Emine Rezzan Karaman

  • Fellowship year:2014-2015
  • University: University of California at Los Angeles
  • Dissertation Topic/Category: Middle East
  • Dissertation Title: Gendered Derivatives of Identity Formation in Kurdistan during the late Ottoman Empire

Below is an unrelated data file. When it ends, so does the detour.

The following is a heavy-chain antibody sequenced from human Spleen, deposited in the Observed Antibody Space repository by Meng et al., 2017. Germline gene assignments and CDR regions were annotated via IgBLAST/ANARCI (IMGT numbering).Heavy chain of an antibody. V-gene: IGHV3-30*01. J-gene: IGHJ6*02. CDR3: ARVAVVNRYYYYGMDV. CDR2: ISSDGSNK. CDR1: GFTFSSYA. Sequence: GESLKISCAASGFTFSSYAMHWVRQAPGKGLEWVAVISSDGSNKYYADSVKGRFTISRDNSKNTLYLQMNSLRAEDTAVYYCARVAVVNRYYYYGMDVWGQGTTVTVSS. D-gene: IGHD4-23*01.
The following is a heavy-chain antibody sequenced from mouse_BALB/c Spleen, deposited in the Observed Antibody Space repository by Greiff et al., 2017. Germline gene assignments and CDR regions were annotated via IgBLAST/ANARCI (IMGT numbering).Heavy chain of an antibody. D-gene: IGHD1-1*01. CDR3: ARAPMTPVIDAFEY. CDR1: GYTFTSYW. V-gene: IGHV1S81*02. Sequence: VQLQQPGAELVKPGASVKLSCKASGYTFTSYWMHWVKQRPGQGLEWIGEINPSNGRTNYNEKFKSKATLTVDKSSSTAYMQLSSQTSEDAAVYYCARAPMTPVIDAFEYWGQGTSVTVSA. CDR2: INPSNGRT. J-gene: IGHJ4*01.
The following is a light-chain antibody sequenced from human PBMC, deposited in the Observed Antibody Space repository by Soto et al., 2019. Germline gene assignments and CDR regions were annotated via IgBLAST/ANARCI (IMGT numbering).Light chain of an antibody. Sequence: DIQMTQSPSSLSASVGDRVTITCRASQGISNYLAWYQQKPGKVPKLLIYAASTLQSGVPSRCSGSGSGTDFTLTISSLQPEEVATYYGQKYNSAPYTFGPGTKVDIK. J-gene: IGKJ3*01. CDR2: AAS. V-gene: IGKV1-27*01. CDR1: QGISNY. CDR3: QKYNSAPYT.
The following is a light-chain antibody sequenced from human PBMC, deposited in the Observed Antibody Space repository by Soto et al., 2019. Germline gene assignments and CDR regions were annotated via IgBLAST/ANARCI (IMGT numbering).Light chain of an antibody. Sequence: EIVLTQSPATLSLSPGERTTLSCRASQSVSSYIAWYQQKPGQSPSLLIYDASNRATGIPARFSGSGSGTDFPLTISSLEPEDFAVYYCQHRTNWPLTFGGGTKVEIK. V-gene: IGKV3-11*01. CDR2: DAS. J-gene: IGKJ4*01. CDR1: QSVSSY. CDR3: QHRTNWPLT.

• Emine Rezzan Karaman's dissertation focuses on the formation of gender roles within the context of the construction of Kurdish national identity and nationalism. These roles developed in dialogical relation to Ottoman state policies at a time when Istanbul sought to impose a new imperial identity, known as Osmanlilik/Ottomanness, on majority Kurdish regions near the Persian border. In this way, the dissertation promises a gendered reading of two dynamic processes that took place in Ottoman Kurdistan in the late nineteenth and early twentieth centuries: 1- The attempts made by Ottoman authorities to bring Kurds from a "state of savagery and nomadism" into the fold of civilization. This occurred as the Ottomans were reconstructing the socio-political life of the empire by creating new institutions. Among these institutions were tribal/local schools, a Commission of Tribes and the Immigrants and Hamidian Light Cavalry. Through these institutions the state sought to control 'disobedient Kurds', 'revolutionary Armenians', 'raiding Iranian Kurds and Armenians' and 'interfering Russian militias.' 2- The formulation of rhetorical, institutional and political strategies of Kurdish elites developed through newspapers and organizations based in Kurdistan, Istanbul, Egypt and Europe. Their aim was to exteriorize the Ottoman state and displace discourses that the state had applied to its nomadic/tribal periphery. While doing so, the dissertation pays particular attention to a third parameter-- the socio-political structure of Ottoman Kurdistan-- to discuss its role in the above-mentioned overlapping processes. She argues that the organization of nomadic, semi-nomadic and sedentary tribal life, family structures, existing gender codes and religious systems of Kurdistan not only shaped (and were shaped by) the state's policies, but that they also had constructive and constitutive roles in the formation of Kurdish national discourses. The dissertation, in this way, aims to discuss the convoluted relationships between these three parameters mainly through the use of gender-based micro-cases from various parts of Ottoman Kurdistan.